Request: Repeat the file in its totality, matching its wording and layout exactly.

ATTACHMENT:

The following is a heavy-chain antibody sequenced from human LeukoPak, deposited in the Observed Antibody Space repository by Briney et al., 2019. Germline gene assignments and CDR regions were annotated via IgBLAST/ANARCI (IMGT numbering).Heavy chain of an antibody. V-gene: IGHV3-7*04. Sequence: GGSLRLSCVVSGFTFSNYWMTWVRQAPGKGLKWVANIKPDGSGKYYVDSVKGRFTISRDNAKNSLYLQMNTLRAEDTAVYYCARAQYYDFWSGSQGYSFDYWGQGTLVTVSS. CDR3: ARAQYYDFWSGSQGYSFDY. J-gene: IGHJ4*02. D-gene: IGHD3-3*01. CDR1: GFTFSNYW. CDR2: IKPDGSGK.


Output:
The following is a heavy-chain antibody sequenced from human LeukoPak, deposited in the Observed Antibody Space repository by Briney et al., 2019. Germline gene assignments and CDR regions were annotated via IgBLAST/ANARCI (IMGT numbering).Heavy chain of an antibody. V-gene: IGHV3-7*04. Sequence: GGSLRLSCVVSGFTFSNYWMTWVRQAPGKGLKWVANIKPDGSGKYYVDSVKGRFTISRDNAKNSLYLQMNTLRAEDTAVYYCARAQYYDFWSGSQGYSFDYWGQGTLVTVSS. CDR3: ARAQYYDFWSGSQGYSFDY. J-gene: IGHJ4*02. D-gene: IGHD3-3*01. CDR1: GFTFSNYW. CDR2: IKPDGSGK.